The Secret Life of the Tiny-Dog Dog Park
At first glance, the Schuylkill River Park’s dog run looks like a commercial for Philadelphia.
Fit, smiling couples throw Frisbees to chocolate labs as rescued pit bulls romp around with St. Bernard puppies. Runners stop on the bridge overhead to watch the action, cheering for the nimble German shepherd fielding tennis ball pop-flies.
But this is not my dog run. No, mine is off to the side, a smaller space nudged up against a neglected community garden and its rotting pumpkins.
Welcome to the Small Dog Run. Things are different here.
Whereas there are many sane, well-adjusted reasons to bring your golden retriever to the park on Sunday afternoon, we small dog owners are a little harder to figure out. And figuring us out is a must — one wrong move, and you’ll get a 45-minute lecture on organic flea treatments.
We’ll start with the most benign among us: Drexel girls. They stumble across the bridge around noon with their wound-up Yorkies, slightly hungover and completely absorbed in their phones. They’re not here to make friends, and they will not try to talk to you. Good girls.
Next up are the locals, who are also normal enough. A stop at the dog run is just part of a walk around the block, a good opportunity to catch up with the neighbors on Sunday afternoon. If they strike up a conversation, you should engage — FluffFace’s mom has two vacation homes in addition to her Rittenhouse brownstone.
Although seemingly strange, the spectators are also pretty harmless. They don’t have dogs, but were walking through Center City and needed a time-out to pet a pug for a minute. If you’ve spent more than a half-hour in Philadelphia, you can probably understand.
That, unfortunately, would leave you with the rest of us: Small-dog owners who drove across the city to watch our poodles ignore other poodles in a plastic-turfed yard.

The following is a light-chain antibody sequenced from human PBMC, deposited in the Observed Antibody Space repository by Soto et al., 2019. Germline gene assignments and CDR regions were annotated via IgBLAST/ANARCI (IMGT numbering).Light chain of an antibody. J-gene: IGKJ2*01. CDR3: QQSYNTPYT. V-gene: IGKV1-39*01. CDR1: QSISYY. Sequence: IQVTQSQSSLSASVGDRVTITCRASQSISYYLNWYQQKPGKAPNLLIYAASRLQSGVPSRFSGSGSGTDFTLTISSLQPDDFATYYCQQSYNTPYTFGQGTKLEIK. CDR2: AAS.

Mr. Superhero Rescuer wants to tell you about what bad shape his adopted Chihuahua was in, because your morning wasn’t depressing enough already. The Frenchie wrangler is hoping to meet someone who finds her four grunting, slobbery roommates charming — but in the meantime, will settle for giving you a play-by-play of her last Match date. Team Pomeranian chooses to live with Pomeranians, a fact you should keep in mind before making eye contact.
As for myself, I still don’t know where I fit in — but I’m pretty sure it’s on the questionable side of the fence. I claim to be “socializing” my dog, and yet this seems like a doomed mission once you meet him.
A three-legged shih tzu with a Rottweiler-sized chip on his shoulder, Murph barely tolerates other dogs, happily bites humans, and is sexually attracted to handbags. He hates grass almost as much as he hates fetching, which is to say an obsessive, unhealthy amount.
Thankfully, children aren’t permitted inside the dog run — a perhaps extraneous rule considering the patrons — but if they were, Murph would hop on over to steal their food, toys and innocence. (We don’t park near the playground anymore.)
So why are we here, week after week? For now at least, Murph and I have come to an understanding. He won’t question why I have nothing better to do with my Sunday than bring him to a park full of creatures he wants to kill, and I’ll turn a blind eye when he humps a Birkin bag.
Something tells me we won’t be unwrapping that Frisbee anytime soon.
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